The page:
Margery's physical reserve was utterly depleted after carrying her six-year-old son over Rocky Ridge. A few days later, she was trodding in the deep snow and knew she would not make it to camp that night.  She sent her children on ahead of her so they would not have to witness her demise.  But her middle daughter, Mary, would not leave her side. 
Ahead on the trail, her children were fascinated by the approach of a rescue wagon.  It was the first one they’d seen with a single yoke of oxen.  In their pitiful plight they made a game of it, wishing that the man in the wagon would be their older brother, Robert.  As the wagon drew closer, the driver stared at them and then called, “Whoa!” to his team.  The voice brought home the impossibly perfect fact that they were standing in the presence of their brother!  They tearfully greeted each other and soon tied the handcart to the wagon. But where, Robert wanted to know, were Mother and Mary?  They headed east to find them. 
From a distance, they saw Mary kneeling by a body stretched out on the snow.  “Too late?” the family asked themselves, “was help coming too late to save our dear Mother?”
Robert pulled the wagon to a halt beside his weary mother.  He found Mary trying to convince Margery that Robert had come to rescue them.  Margery couldn’t believe it until she was swept up into his arms.  Margery said that she couldn’t have been happier to be welcomed into the Kingdom of Heaven.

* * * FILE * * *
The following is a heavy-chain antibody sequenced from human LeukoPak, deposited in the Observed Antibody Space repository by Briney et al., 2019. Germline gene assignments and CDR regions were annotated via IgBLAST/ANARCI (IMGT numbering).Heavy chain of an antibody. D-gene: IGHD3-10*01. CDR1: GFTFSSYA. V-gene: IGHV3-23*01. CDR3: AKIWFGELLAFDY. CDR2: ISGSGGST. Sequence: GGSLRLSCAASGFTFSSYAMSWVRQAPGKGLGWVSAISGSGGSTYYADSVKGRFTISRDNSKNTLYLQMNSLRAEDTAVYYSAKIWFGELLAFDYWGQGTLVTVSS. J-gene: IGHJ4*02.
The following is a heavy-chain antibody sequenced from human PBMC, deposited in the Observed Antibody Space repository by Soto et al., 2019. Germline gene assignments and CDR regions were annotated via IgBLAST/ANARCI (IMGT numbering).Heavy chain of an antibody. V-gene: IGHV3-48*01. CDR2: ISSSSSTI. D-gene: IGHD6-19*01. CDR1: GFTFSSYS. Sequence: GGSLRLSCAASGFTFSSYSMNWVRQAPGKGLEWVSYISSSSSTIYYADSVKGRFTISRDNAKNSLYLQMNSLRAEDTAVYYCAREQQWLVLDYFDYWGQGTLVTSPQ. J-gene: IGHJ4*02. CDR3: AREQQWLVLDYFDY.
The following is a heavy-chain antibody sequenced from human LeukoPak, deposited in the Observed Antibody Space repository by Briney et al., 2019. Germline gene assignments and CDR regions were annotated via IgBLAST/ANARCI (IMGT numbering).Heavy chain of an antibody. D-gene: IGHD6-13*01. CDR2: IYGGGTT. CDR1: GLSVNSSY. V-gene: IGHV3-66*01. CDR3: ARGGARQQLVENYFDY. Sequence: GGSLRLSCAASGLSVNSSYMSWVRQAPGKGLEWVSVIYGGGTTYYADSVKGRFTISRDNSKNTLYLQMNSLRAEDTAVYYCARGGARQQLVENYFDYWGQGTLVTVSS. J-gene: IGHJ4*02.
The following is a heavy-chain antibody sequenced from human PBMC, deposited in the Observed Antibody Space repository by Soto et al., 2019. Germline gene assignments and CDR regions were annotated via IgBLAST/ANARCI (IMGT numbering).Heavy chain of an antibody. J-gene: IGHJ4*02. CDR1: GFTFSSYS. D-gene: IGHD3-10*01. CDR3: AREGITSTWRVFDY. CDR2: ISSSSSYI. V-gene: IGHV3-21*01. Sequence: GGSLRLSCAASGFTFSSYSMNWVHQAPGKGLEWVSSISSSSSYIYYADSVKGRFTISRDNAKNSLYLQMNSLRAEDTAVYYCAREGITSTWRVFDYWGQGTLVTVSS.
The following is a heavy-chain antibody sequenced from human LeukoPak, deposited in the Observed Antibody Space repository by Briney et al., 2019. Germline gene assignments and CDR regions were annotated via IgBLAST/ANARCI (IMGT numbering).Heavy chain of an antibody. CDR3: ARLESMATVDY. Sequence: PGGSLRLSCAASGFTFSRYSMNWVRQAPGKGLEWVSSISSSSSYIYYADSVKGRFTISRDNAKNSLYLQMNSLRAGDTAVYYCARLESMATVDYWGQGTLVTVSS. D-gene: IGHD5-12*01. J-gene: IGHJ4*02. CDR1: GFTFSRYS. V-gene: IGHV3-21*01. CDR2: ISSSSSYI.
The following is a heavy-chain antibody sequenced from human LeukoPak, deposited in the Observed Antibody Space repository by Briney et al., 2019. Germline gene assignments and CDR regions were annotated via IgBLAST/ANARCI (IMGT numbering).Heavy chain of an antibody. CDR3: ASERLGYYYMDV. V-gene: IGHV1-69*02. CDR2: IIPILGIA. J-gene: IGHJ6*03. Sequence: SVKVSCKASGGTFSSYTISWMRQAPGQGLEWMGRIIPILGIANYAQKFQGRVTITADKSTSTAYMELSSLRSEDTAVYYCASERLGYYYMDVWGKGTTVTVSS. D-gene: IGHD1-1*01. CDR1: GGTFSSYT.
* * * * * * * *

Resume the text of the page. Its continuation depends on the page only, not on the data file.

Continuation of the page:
Margery promised God that if she survived the trek she would never complain again.  She lived to keep that promise, even though she later became blind.
Rather than becoming bitter and losing faith in the God they were counting on to make the winter mild, these pioneers focused on the goodness of the Lord.  Instead of teaching their children that God didn’t answer their prayers to protect them from harm, they told the story of how greatly they were blessed to be rescued.  They showed us how to do hard things and be grateful for the blessings received through the challenge.  The way they pulled through their trials on the trail over 150 years ago still affects us today. 
This picture of Margery Bain Smith and her children was taken around twenty years after their trek.  (Her youngest son was deceased.)
Source:  "The Tired Mother," Improvement Era, July 1919 by Betsey Smith Goodwin.